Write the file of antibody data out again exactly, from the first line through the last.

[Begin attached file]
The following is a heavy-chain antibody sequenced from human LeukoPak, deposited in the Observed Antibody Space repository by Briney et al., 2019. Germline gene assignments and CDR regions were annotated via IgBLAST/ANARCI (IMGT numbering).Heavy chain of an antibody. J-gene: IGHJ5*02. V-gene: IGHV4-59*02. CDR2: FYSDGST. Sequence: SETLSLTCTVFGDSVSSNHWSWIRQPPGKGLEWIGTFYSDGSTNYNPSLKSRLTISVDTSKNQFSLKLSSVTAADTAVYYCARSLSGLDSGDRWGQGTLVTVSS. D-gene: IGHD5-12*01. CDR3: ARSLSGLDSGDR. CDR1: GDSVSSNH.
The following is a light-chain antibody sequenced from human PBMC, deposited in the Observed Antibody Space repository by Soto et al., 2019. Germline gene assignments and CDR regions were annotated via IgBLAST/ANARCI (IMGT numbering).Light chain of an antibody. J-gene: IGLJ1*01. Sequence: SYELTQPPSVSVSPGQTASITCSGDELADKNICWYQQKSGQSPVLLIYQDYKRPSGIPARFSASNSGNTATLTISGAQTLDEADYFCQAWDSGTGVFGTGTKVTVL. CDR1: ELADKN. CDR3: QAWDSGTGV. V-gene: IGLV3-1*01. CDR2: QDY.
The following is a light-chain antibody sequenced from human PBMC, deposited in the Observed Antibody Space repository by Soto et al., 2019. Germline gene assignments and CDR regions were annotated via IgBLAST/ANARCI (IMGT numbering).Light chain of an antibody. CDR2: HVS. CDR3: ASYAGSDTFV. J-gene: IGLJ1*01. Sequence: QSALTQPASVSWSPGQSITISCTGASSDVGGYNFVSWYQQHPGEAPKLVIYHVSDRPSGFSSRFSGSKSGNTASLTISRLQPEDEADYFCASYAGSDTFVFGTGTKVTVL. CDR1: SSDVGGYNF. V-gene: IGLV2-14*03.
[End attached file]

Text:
The following is a heavy-chain antibody sequenced from human LeukoPak, deposited in the Observed Antibody Space repository by Briney et al., 2019. Germline gene assignments and CDR regions were annotated via IgBLAST/ANARCI (IMGT numbering).Heavy chain of an antibody. J-gene: IGHJ5*02. V-gene: IGHV4-59*02. CDR2: FYSDGST. Sequence: SETLSLTCTVFGDSVSSNHWSWIRQPPGKGLEWIGTFYSDGSTNYNPSLKSRLTISVDTSKNQFSLKLSSVTAADTAVYYCARSLSGLDSGDRWGQGTLVTVSS. D-gene: IGHD5-12*01. CDR3: ARSLSGLDSGDR. CDR1: GDSVSSNH.
The following is a light-chain antibody sequenced from human PBMC, deposited in the Observed Antibody Space repository by Soto et al., 2019. Germline gene assignments and CDR regions were annotated via IgBLAST/ANARCI (IMGT numbering).Light chain of an antibody. J-gene: IGLJ1*01. Sequence: SYELTQPPSVSVSPGQTASITCSGDELADKNICWYQQKSGQSPVLLIYQDYKRPSGIPARFSASNSGNTATLTISGAQTLDEADYFCQAWDSGTGVFGTGTKVTVL. CDR1: ELADKN. CDR3: QAWDSGTGV. V-gene: IGLV3-1*01. CDR2: QDY.
The following is a light-chain antibody sequenced from human PBMC, deposited in the Observed Antibody Space repository by Soto et al., 2019. Germline gene assignments and CDR regions were annotated via IgBLAST/ANARCI (IMGT numbering).Light chain of an antibody. CDR2: HVS. CDR3: ASYAGSDTFV. J-gene: IGLJ1*01. Sequence: QSALTQPASVSWSPGQSITISCTGASSDVGGYNFVSWYQQHPGEAPKLVIYHVSDRPSGFSSRFSGSKSGNTASLTISRLQPEDEADYFCASYAGSDTFVFGTGTKVTVL. CDR1: SSDVGGYNF. V-gene: IGLV2-14*03.